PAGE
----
Subway buskers and sidewalk street musicians take their acts online to earn tip money from the comfort of their homes.
While a young Billy Joel had to rely on people putting “bread in [his] jar” to make rent back in ‘73, today’s musicians are likely more concerned with how many bitcoins fans have in their PayPal accounts.
That’s because digital tipping technology now allows street drummers and guitar-toting buskers to trade in the boulevard for the living room while still getting paid to do what they love.
All musicians need is a webcam and Internet connection to deliver their music to a global audience — and several companies are making it easy for viewers to reward their favorite performances with a simple click of a mouse.
We’ve previously shared info on YY.com, a multimillion-dollar Chinese tech start up that allows groups to interact online in real-time via voice, text and video. Performers on that platform can earn more than $20,000 per month in digital tips from appreciative viewers, but YY is far from the only company currently utilizing digital tipping tech.
At VidCon in June, YouTube CEO Susan Wojcicki gave a keynote presentation announcing that the company would be implementing a new “tip jar” feature. Currently in beta test mode in Australia, Japan, Mexico and the United States, YouTube’s fan-funding option is supported on both the desktop platform and Android app for mobile and tablet users.
By simply clicking the Support button on an enabled creator’s channel, YouTube users can transfer “voluntary payments” of up to $500 per day (minus a processing fee of roughly 5 percent) from their own Google Wallet accounts to those of their favorite artists.
With more than a billion unique users visiting YouTube each month, this new feature could become a substantial revenue source for indie artists, particularly those with many (generous) subscribers. If you’re a musician looking for a less-annoying way to monetize the videos on your YouTube channel (really, who doesn’t click “Skip Ad” the moment they can?), be sure to sign up for the beta asap.
Similar to YY, Nashville tech startup Street Jelly is an online community where musicians stream live performances in the hopes that viewers will buy and gift them “tokens” that they can then cash in via PayPal. The tokens range in cost from $.20 to $.32 each.
Artists on Street Jelly don’t get quite as big of a cut of the profits as they do through YouTube’s fan funding — the company keeps between 19.9 percent and 49.7 percent, which has contributed to it earning around $50,000 in revenue since launching in 2012.
Touted as “Open mic night from your living room!” browsing the site’s performances does feel a bit like walking into a dive bar on a Tuesday night — you might not always find the highest-quality talent, but you are likely to be entertained as a few undiscovered gems pop up.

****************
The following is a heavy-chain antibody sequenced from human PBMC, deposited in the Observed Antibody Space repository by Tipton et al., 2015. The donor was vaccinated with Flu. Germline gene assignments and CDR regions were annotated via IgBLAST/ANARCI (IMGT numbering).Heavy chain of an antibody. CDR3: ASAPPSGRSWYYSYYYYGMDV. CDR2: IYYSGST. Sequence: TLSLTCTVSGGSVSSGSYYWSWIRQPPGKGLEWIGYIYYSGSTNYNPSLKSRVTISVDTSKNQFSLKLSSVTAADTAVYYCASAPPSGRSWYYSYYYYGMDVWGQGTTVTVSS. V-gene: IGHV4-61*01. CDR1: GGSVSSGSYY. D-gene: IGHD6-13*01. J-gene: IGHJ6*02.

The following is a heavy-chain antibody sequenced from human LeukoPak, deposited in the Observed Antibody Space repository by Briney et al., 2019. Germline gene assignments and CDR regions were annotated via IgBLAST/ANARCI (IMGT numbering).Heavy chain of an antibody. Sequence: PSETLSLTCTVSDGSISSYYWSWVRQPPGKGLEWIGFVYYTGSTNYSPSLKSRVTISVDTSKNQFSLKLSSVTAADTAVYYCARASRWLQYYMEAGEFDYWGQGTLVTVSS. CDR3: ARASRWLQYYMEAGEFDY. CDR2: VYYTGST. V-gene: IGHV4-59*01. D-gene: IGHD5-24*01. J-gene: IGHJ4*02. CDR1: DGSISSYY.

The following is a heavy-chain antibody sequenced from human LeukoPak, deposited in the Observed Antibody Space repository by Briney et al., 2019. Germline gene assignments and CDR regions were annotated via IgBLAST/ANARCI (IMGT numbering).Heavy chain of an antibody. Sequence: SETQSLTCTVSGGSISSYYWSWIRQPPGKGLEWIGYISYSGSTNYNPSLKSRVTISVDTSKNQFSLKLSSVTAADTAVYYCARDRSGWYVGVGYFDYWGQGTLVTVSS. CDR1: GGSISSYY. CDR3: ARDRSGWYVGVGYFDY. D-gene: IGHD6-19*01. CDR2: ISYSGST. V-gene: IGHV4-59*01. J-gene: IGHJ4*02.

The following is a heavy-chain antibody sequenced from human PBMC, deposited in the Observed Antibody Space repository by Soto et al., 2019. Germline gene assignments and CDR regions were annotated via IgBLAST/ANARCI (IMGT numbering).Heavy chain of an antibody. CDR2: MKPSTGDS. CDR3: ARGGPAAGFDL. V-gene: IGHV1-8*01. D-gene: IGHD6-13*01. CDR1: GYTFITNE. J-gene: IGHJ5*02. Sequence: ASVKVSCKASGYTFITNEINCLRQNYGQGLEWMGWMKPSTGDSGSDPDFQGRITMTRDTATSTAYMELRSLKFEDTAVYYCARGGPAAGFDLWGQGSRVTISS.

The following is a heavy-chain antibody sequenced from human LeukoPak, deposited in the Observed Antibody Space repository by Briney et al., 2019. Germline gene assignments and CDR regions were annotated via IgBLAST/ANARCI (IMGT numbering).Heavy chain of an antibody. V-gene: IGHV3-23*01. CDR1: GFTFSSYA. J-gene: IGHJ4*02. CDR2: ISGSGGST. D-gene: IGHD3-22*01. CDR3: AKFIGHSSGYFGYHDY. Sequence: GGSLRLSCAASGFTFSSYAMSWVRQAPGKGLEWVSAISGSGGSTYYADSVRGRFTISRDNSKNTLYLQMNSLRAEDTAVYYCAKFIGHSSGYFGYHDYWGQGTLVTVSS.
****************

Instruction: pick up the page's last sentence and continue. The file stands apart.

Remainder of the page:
Viewing livestreams of performances and using the site’s chat feature is free, so music fans can click around until they find an artist they enjoy, and then all it takes is a few keystrokes to reward the performer with tokens.
Hosting performances on Street Jelly is free, so even if a musician isn’t likely to rake in the big bucks, the site does provide amateur artists with a relatively risk-free way to test out new music or maybe just get over the nerves of performing live in front of an audience (the “jelly” in the site name refers to how a performer’s legs feel during a set).
DoclerMusic is another platform where indie musicians can play live for digital tips. It’s similar in functionality to Street Jelly but with several advanced features, such as voice communication and the ability for artists to directly connect their profiles with their Facebook and Soundcloud pages.
The basic service is free for both performers and viewers, but credits can be purchased and then used to tip favorite artists, fund private concerts, request songs or receive music lessons.
Performers can cash out their credits twice monthly via Payoneer or PayPal as long as they earn a minimum of $100. Anything less rolls over into the next pay period, only becoming available when the necessary minimum is met.
Musicians also keep an overall smaller percentage of tips (30-60 percent) than via either of the previously discussed platforms, so while DoclerMusic does boast a much sleeker, better-developed website than Street Jelly, it’s not necessarily the most artist-friendly option.
Thanks to sites such as YouTube, Street Jelly and DoclerMusic, even amateur musicians living hundreds of miles away from the nearest subway platform or beachside boardwalk can earn tips for their performances. It might not always be enough for rent, but it could probably cover the next round at the piano bar.